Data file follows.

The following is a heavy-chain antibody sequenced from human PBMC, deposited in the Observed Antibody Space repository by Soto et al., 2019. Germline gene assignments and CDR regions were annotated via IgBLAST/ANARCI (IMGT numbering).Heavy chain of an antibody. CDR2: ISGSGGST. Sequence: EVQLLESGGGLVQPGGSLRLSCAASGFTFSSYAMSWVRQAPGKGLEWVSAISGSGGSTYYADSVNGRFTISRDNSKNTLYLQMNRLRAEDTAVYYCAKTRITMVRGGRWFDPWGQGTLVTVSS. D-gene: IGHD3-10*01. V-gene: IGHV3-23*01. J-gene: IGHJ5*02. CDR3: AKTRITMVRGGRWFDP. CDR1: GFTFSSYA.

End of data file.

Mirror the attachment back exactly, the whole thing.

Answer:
The following is a heavy-chain antibody sequenced from human PBMC, deposited in the Observed Antibody Space repository by Soto et al., 2019. Germline gene assignments and CDR regions were annotated via IgBLAST/ANARCI (IMGT numbering).Heavy chain of an antibody. CDR2: ISGSGGST. Sequence: EVQLLESGGGLVQPGGSLRLSCAASGFTFSSYAMSWVRQAPGKGLEWVSAISGSGGSTYYADSVNGRFTISRDNSKNTLYLQMNRLRAEDTAVYYCAKTRITMVRGGRWFDPWGQGTLVTVSS. D-gene: IGHD3-10*01. V-gene: IGHV3-23*01. J-gene: IGHJ5*02. CDR3: AKTRITMVRGGRWFDP. CDR1: GFTFSSYA.